Eureka V

Bonnefoi Christian

Date : 1999

Medium : Painting

Size : 200 x 180 cm

Acrylique on canvas

The artist began the Eureka series at the start of the 1980s, continuing to present day with Eureka VIII. Curves, spirals and waves give these works their stark graphical appearance. The colourful, tangled snake-like forms intertwine and overlap, bringing with them a definitive, chromatic richness that is unexpected from an artist whose approach is so strict and precise.  

In Eureka V, colours are added and saturated; exhilarating colours are interlaced and stand out against a solid background, bringing them to the fore. The “method”, or Bonnefoi’s approach, creates a visual tie between different eras. Whether gestural, brimming with colour, exuberant like Eureka, or in keeping with minimal movement like Ja na pas, his paintings strike a balance in a constant flow between material, media, and stretching the surface to allow the “emergence of the visible”.
Close

The guide

The work of Christian Bonnefoi finds its source in an encounter, an artistic lightning bolt that struck the artist in 1970 in front of Matisse’s Backs. Bonnefoi saw these sculptures as the perfect work, with which Matisse, beginning from drawings, successfully encapsulated two and three dimensions.

Since then, the French painter has had only one obsession: to abolish categories by merging the medium, the subject matter and design.

Seeing the serpentine, joyful forms of his canvas, his method appears entirely spontaneous. It is nothing of the sort.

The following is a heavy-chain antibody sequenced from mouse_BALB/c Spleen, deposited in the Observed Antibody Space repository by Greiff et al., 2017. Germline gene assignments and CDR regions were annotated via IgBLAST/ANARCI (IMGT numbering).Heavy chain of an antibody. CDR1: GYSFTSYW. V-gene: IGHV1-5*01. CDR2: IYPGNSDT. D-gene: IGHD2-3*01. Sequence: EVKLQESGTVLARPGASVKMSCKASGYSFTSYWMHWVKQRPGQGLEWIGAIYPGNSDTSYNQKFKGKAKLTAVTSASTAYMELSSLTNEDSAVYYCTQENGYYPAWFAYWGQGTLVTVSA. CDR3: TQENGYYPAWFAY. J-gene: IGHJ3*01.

Come closer. Examine the surface. There is logic at work, an undeniable system that has its origins in collage. Inspired by Cubism, his abstract work nonetheless has a festive air, where colours and the play of materials lead our eyes into perpetual motion.

Bonnefoi is not only a painter, he is also a magician. Manipulating the effects of transparency, superimposition, concealment and overlapping, his work achieves unity where the others end up with only clumsy stratification.

Indeed, we are given the impression that there are several layers of painting, but the sequence in which they were painted escapes us. Background and foreground combine. The canvas becomes the surface, and the surface becomes the canvas.

Let us consider this canvas for a moment. Christian Bonnefoi is drawn to two materials in particular: tarlatan, a cotton fabric resembling tulle, and tissue paper, that allow him to play with translucency and layering. His works are colourful, multi-layered confections on which we can feast our eyes.